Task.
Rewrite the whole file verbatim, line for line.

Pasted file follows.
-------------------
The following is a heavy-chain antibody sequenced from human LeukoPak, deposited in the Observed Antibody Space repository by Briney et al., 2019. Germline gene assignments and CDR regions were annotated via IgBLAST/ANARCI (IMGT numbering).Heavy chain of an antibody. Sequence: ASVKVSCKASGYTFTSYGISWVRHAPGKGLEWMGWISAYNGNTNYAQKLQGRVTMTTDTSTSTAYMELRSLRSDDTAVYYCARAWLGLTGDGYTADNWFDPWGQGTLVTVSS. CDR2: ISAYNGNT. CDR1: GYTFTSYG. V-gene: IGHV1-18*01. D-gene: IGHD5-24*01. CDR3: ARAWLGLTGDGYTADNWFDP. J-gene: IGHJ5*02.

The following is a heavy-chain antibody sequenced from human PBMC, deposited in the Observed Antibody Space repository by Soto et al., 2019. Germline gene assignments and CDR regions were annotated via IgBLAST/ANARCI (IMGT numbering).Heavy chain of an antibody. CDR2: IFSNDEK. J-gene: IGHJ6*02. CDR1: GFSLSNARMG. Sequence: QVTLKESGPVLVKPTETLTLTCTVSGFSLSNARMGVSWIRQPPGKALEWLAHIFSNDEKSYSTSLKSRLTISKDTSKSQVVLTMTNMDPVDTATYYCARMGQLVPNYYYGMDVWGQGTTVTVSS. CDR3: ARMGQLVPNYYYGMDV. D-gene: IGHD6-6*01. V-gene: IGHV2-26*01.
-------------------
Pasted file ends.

The following is a heavy-chain antibody sequenced from human LeukoPak, deposited in the Observed Antibody Space repository by Briney et al., 2019. Germline gene assignments and CDR regions were annotated via IgBLAST/ANARCI (IMGT numbering).Heavy chain of an antibody. Sequence: ASVKVSCKASGYTFTSYGISWVRHAPGKGLEWMGWISAYNGNTNYAQKLQGRVTMTTDTSTSTAYMELRSLRSDDTAVYYCARAWLGLTGDGYTADNWFDPWGQGTLVTVSS. CDR2: ISAYNGNT. CDR1: GYTFTSYG. V-gene: IGHV1-18*01. D-gene: IGHD5-24*01. CDR3: ARAWLGLTGDGYTADNWFDP. J-gene: IGHJ5*02.

The following is a heavy-chain antibody sequenced from human PBMC, deposited in the Observed Antibody Space repository by Soto et al., 2019. Germline gene assignments and CDR regions were annotated via IgBLAST/ANARCI (IMGT numbering).Heavy chain of an antibody. CDR2: IFSNDEK. J-gene: IGHJ6*02. CDR1: GFSLSNARMG. Sequence: QVTLKESGPVLVKPTETLTLTCTVSGFSLSNARMGVSWIRQPPGKALEWLAHIFSNDEKSYSTSLKSRLTISKDTSKSQVVLTMTNMDPVDTATYYCARMGQLVPNYYYGMDVWGQGTTVTVSS. CDR3: ARMGQLVPNYYYGMDV. D-gene: IGHD6-6*01. V-gene: IGHV2-26*01.